This film is a great example of the screwball movies made in the golden years of Hollywood. Written by Dudley Nichols and Hagar Wilde and directed by Howard Hawks, the film tells the story of David Huxley (Cary Grant), a paleontologist with an impending marriage to a stern woman (Virginia Walker) who goes to a golf course with the intent to please the wealthy Elizabeth Random (May Robson), who is thinking of donating a sum of $1 million to David’s museum.
But he meets Susan Vance (Katharine Hepburn), the young and free-spirited niece of Mrs. Random. Susan falls in love with David and tries everything she can to have him, transforming his life in a series of mishaps. Despite being a box office flop at the time, Bringing Up Baby became considered one of the all-time best comedy films and was selected for the Library of Congress in 1990.
Bringing Up Baby is a true proof of genius comedic writing in classic cinema and probably the funniest romantic comedy produced in the 30s.
8. Annie Hall (1977) Dir. Woody Allen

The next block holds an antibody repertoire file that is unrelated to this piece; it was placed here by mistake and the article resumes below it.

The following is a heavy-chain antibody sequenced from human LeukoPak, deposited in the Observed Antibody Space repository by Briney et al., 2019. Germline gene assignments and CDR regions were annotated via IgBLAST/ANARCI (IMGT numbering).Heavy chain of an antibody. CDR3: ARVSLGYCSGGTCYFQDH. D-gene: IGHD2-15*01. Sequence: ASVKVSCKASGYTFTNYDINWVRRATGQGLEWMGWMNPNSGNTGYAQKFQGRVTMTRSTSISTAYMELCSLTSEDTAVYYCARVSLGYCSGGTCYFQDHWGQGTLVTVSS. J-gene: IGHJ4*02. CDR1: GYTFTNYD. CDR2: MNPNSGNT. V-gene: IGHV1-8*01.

The most well-remembered work by Allen, Annie Hall earned him two Academy Awards (Best Director and Best Original Screenplay – co-written with Marshall Brickman). A proof that comedy is also a study of life, the film certainly shows enough material for a thoughtful discussion: love, sex, Jewish culture and identity, psychology and human relationships.
It is the turning point in Woody’s career, when he moved to a more serious tone of comedy that was different from his previous farces and absurdist, slapstick works but did not abandon his usual persona and themes.
Alvy Singer (Allen) is a neurotic, middle-aged comedian who falls in love with Annie Hall (Diane Keaton), an eccentric amateur night club singer, and they begin a romance. One year later, after their relationship over, Alvy tries to understand why it didn’t work out, analyzing his entire life since his childhood, including his past relationships, comic career and his present life.
The screenplay is a little bit autobiographical, with several similarities between the director and Alvy. Diane Keaton’s nickname was ‘Annie’ and her real surname is ‘Hall’ (Woody wrote the role especially for her), and Keaton was romantically involved with Allen at the time. They had made three film before Annie Hall: Play It Again, Sam (1972), Sleeper (1973) and Love and Death (1975).
The film’s cinematographer was Gordon Willis, “The Prince of Darkness”, famous for his work on The Godfather and other dramatic features; he once said that the Annie Hall was his “… first step toward maturity in some way in making films.” He worked again with Allen in Interiors (1978), Manhattan (1979), Stardust Memories (1980), Zelig (1983), Broadway Danny Rose (1984) and The Purple Rose of Cairo (1985).